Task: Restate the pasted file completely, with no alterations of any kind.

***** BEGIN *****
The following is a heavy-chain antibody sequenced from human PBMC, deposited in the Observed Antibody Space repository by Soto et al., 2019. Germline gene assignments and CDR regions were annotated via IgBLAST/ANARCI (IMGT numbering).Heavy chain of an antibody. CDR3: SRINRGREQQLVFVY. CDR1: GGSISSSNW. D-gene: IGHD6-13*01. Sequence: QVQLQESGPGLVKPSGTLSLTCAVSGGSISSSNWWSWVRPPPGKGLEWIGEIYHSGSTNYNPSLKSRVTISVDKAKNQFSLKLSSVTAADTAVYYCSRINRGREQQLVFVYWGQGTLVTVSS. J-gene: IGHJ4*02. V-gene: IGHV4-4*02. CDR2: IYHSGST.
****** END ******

The following is a heavy-chain antibody sequenced from human PBMC, deposited in the Observed Antibody Space repository by Soto et al., 2019. Germline gene assignments and CDR regions were annotated via IgBLAST/ANARCI (IMGT numbering).Heavy chain of an antibody. CDR3: SRINRGREQQLVFVY. CDR1: GGSISSSNW. D-gene: IGHD6-13*01. Sequence: QVQLQESGPGLVKPSGTLSLTCAVSGGSISSSNWWSWVRPPPGKGLEWIGEIYHSGSTNYNPSLKSRVTISVDKAKNQFSLKLSSVTAADTAVYYCSRINRGREQQLVFVYWGQGTLVTVSS. J-gene: IGHJ4*02. V-gene: IGHV4-4*02. CDR2: IYHSGST.